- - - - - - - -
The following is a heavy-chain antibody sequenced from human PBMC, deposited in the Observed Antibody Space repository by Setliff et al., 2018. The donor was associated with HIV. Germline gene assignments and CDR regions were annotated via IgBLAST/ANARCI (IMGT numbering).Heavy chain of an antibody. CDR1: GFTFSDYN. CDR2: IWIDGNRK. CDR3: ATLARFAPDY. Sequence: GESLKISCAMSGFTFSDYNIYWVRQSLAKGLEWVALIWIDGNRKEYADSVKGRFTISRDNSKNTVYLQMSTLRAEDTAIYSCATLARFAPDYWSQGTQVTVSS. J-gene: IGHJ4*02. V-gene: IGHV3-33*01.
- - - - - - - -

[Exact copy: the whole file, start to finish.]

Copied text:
The following is a heavy-chain antibody sequenced from human PBMC, deposited in the Observed Antibody Space repository by Setliff et al., 2018. The donor was associated with HIV. Germline gene assignments and CDR regions were annotated via IgBLAST/ANARCI (IMGT numbering).Heavy chain of an antibody. CDR1: GFTFSDYN. CDR2: IWIDGNRK. CDR3: ATLARFAPDY. Sequence: GESLKISCAMSGFTFSDYNIYWVRQSLAKGLEWVALIWIDGNRKEYADSVKGRFTISRDNSKNTVYLQMSTLRAEDTAIYSCATLARFAPDYWSQGTQVTVSS. J-gene: IGHJ4*02. V-gene: IGHV3-33*01.